"There are no national standards or regulations regarding forensic pathology and practices vary widely from place to place."
The Hardest Cases: When Children Die, Justice Can Be Elusive A joint investigation by PBS Frontline, ProPublica and NPR has found that medical examiners and coroners have repeatedly mishandled cases of infant and child deaths, helping to put innocent people behind bars. (Via. (Article contains descriptions of children that have been killed by abuse. May be disturbing / triggering to some readers.) [more inside]
A Political Meltdown: For decades, Canada has been a world leader in the production of medical isotopes. So why did the government announce that it was dumping the entire program? (alt)
The Canadian Medical Association Journal's archive of humorous medical articles. See, for example, why Pooh needs help, why Tintin needs a dose of HGH, and an exhortation to abolish the law of gravity.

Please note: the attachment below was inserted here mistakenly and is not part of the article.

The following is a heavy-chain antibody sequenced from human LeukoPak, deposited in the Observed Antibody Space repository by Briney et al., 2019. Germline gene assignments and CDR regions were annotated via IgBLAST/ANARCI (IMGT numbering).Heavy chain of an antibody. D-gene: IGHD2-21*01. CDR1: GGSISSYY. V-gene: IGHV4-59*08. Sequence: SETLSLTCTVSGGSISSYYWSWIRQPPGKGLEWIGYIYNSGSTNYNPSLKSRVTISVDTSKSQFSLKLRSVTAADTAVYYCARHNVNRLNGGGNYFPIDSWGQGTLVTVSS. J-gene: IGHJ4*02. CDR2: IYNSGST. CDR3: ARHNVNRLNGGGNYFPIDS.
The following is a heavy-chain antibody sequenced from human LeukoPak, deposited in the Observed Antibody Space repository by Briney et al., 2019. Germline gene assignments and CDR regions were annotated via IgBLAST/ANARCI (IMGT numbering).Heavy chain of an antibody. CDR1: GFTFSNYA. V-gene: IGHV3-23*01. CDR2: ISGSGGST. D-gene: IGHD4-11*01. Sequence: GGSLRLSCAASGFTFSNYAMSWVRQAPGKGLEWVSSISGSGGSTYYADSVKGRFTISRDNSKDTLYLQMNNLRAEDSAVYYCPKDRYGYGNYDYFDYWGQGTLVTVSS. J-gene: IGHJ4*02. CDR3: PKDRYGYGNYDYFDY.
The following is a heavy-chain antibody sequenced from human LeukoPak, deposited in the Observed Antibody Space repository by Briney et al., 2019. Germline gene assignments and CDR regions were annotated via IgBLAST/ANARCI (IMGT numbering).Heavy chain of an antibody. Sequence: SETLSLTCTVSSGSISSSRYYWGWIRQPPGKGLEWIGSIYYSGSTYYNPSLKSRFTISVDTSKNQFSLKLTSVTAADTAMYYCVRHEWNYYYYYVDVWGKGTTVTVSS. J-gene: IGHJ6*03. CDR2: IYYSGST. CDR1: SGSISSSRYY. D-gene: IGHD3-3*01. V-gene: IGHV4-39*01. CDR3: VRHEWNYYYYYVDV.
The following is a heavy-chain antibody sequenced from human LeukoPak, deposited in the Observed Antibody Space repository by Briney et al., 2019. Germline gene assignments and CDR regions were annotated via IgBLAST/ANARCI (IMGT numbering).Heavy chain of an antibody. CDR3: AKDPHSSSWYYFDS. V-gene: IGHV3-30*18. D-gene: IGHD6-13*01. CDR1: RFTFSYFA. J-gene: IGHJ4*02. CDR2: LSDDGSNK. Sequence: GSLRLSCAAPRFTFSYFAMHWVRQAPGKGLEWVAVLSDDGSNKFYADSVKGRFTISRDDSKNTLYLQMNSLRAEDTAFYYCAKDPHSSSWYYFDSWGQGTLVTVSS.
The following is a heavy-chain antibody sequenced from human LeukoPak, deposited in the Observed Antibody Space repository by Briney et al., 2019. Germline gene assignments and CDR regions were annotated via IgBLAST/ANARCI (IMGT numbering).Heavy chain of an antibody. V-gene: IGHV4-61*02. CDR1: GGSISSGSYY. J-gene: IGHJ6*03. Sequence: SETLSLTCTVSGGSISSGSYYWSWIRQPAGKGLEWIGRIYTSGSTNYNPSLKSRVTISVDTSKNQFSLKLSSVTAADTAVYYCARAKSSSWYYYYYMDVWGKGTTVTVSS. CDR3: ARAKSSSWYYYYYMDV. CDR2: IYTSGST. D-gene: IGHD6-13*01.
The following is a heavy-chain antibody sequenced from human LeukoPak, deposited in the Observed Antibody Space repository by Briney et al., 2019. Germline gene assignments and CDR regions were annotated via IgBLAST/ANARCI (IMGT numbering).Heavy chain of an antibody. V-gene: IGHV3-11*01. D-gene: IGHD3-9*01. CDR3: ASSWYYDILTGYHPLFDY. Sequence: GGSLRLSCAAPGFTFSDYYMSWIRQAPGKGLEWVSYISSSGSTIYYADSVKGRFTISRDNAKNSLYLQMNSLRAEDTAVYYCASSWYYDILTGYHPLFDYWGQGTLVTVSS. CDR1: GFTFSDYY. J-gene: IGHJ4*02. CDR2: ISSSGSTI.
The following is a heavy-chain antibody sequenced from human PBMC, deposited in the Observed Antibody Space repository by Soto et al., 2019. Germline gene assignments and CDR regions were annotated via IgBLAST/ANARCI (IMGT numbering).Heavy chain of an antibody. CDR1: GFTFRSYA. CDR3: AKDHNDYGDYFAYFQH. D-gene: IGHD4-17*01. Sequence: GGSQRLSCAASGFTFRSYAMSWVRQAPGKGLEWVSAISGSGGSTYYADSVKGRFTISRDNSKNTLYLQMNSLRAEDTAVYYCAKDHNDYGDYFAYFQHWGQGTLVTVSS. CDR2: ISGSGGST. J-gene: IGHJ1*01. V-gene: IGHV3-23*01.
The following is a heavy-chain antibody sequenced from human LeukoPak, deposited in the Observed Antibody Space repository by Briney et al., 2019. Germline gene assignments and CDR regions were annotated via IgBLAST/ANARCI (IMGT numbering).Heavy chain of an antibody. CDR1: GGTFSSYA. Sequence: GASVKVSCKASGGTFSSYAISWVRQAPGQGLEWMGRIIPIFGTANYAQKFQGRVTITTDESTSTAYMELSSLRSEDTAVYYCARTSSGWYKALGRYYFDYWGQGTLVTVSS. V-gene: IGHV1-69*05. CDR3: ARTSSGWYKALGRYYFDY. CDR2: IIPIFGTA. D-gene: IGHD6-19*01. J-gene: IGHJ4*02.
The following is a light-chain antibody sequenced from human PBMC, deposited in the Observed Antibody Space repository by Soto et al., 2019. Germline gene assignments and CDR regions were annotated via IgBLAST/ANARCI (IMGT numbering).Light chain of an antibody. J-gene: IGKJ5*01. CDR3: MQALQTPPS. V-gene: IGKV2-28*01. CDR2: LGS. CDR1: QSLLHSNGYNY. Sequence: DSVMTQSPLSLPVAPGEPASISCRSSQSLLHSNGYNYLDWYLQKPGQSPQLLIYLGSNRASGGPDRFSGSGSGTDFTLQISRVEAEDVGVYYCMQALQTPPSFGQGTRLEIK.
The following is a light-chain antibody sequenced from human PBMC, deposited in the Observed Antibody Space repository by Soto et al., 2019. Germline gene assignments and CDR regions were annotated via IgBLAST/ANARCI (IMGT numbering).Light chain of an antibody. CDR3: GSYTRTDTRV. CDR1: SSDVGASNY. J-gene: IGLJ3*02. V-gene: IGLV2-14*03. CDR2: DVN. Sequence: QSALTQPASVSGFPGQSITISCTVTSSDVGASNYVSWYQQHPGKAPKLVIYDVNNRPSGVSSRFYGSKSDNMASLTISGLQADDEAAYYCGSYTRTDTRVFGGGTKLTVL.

"It was really a tragedy waiting to happen...It might have been more appropriate to scoop and run to the emergency department. Orthopedic surgeons would have perhaps have had a better chance of putting Humpty Dumpty back together again." - Sarah M. Giles, co-author of Head injuries in nursery rhymes: evidence of a dangerous subtext in children's literature (appears in the latest Canadian Medical Association Journal).
Marijuana meets Socialism. Health Canada's government-approved marijuana is apparently not up to snuff, acording to it's first 'patients'. [more inside]
An important breast cancer test is now unavailable in British Columbia because of the American company which holds the relevant patent. The B.C. Cancer Agency has been forced to stop the tests after legal threats by Utah-based Myriad Genetics Inc., which has a patent on two genes that can signal whether a woman may develop hereditary breast cancer. I think this is a perfect example of why patenting genes is a terrible idea. Via Slashdot.